How do judges reason about the law? The canonical theory is that they reason by analogy from case to case. According to critics, however, the theory is at best indeterminate and at worst a fantasy. This paper has two objectives. The first objective is to offer a formal model of analogical legal reasoning (ALR). The author models ALR as similarity-weighted averaging. Under the model, the outcome in the present case is a weighted average of the outcomes of prior cases, where the weights depend on fact similarity (distance in fact space) and precedential authority (position in the judicial hierarchy). The second objective is to take the model to data. The empirical analysis suggests that the ALR model is a plausible model for the time series of U.S. maritime salvage cases. The author concludes by discussing the academic debate over ALR and arguing that formal models of legal reasoning offer a way forward.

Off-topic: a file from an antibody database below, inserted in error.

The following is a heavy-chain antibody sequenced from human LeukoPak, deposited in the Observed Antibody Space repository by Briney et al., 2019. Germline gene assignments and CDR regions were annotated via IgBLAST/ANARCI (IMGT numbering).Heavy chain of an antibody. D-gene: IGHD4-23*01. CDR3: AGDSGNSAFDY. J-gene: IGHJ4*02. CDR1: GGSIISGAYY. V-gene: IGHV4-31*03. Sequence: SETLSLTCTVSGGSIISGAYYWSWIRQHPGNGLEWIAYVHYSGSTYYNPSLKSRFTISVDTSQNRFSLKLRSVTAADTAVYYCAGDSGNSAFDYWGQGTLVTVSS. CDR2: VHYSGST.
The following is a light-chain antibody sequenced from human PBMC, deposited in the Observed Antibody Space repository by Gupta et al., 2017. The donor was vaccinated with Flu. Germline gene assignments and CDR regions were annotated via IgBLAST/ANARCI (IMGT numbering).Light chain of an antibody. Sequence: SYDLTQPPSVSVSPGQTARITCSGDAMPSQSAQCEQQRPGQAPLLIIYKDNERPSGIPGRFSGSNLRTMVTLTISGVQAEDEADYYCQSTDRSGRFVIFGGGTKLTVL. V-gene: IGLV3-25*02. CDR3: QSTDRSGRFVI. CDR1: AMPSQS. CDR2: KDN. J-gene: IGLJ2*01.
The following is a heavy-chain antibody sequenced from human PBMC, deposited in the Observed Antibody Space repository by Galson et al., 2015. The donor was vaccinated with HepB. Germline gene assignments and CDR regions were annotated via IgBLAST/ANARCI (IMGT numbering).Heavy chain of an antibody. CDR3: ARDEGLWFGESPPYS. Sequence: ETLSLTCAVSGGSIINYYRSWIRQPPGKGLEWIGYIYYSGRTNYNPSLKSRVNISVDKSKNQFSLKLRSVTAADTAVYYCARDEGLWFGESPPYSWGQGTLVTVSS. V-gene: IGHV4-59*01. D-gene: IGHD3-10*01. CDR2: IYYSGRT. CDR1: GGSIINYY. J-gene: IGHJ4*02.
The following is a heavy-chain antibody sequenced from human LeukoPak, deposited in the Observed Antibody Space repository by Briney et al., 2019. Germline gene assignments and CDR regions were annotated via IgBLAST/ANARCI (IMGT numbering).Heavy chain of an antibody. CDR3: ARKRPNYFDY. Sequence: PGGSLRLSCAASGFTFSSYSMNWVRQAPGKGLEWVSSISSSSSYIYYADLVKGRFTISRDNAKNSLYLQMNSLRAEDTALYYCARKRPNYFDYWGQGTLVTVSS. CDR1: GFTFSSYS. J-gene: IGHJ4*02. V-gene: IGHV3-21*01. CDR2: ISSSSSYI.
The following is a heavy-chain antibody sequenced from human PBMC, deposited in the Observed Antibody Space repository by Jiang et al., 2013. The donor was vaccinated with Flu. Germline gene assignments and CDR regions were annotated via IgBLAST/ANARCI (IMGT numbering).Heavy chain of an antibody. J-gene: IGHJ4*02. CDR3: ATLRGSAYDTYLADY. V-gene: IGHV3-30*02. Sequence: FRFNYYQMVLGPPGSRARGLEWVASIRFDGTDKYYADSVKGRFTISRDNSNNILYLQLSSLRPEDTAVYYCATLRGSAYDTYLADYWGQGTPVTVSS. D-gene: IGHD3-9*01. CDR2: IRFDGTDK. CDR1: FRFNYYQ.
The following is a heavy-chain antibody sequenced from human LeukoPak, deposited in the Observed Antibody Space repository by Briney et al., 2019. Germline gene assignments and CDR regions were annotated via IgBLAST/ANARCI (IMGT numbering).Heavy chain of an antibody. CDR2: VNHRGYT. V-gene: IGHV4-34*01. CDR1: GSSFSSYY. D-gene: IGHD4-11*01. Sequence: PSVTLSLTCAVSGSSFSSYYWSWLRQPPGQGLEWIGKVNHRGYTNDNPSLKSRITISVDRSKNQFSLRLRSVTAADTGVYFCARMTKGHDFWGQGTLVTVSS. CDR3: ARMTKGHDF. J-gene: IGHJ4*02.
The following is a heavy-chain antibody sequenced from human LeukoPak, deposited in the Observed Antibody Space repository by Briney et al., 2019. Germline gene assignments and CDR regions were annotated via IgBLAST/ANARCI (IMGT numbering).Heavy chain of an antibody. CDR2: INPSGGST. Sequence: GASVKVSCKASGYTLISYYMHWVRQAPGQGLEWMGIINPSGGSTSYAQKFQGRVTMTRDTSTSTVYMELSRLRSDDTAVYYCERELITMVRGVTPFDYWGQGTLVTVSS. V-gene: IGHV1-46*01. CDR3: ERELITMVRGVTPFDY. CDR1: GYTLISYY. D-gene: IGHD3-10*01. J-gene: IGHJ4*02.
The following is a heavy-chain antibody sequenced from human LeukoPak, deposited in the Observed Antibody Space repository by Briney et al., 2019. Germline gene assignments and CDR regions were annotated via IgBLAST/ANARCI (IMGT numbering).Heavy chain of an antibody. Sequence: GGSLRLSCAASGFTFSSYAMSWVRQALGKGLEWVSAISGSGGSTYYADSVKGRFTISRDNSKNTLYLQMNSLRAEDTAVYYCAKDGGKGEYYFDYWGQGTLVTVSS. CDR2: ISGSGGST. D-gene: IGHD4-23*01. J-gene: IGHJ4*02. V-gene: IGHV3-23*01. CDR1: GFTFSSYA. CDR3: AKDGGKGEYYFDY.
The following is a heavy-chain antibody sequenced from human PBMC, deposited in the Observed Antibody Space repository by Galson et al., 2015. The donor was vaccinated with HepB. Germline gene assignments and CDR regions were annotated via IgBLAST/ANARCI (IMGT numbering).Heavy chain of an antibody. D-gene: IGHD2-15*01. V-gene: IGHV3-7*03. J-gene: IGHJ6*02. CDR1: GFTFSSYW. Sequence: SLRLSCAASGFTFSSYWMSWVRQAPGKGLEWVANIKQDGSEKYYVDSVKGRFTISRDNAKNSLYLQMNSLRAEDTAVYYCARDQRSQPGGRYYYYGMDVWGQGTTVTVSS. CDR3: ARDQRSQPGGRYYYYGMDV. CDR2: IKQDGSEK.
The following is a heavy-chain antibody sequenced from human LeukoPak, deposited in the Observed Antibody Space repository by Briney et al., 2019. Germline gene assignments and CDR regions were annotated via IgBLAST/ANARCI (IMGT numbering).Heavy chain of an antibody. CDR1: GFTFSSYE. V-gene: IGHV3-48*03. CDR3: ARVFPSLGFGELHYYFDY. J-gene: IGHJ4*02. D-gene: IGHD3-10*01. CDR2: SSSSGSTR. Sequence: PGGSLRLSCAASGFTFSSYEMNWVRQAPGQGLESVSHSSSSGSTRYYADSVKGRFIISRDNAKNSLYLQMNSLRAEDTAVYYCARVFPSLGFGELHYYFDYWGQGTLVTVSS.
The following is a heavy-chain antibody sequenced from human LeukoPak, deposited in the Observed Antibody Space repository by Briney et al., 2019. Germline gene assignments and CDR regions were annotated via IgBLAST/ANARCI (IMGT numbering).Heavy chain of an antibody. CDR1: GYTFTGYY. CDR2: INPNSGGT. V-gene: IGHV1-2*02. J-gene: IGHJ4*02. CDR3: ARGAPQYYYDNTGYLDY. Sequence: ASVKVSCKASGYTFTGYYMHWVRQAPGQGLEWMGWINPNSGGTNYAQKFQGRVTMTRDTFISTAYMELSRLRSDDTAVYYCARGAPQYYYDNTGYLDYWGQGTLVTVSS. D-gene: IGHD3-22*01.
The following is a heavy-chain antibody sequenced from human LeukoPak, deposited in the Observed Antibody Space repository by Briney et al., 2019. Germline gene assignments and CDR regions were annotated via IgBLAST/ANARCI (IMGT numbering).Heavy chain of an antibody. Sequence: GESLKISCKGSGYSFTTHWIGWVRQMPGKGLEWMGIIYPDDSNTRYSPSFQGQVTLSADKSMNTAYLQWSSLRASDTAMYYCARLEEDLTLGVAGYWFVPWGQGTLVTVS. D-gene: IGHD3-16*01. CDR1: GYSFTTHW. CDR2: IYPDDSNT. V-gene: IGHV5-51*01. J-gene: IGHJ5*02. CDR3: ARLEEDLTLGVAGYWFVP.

Scholarly Commons Citation
Teitelbaum, Joshua C., "Analogical Legal Reasoning: Theory and Evidence" (2012). Georgetown Law Faculty Publications and Other Works. Paper 1065.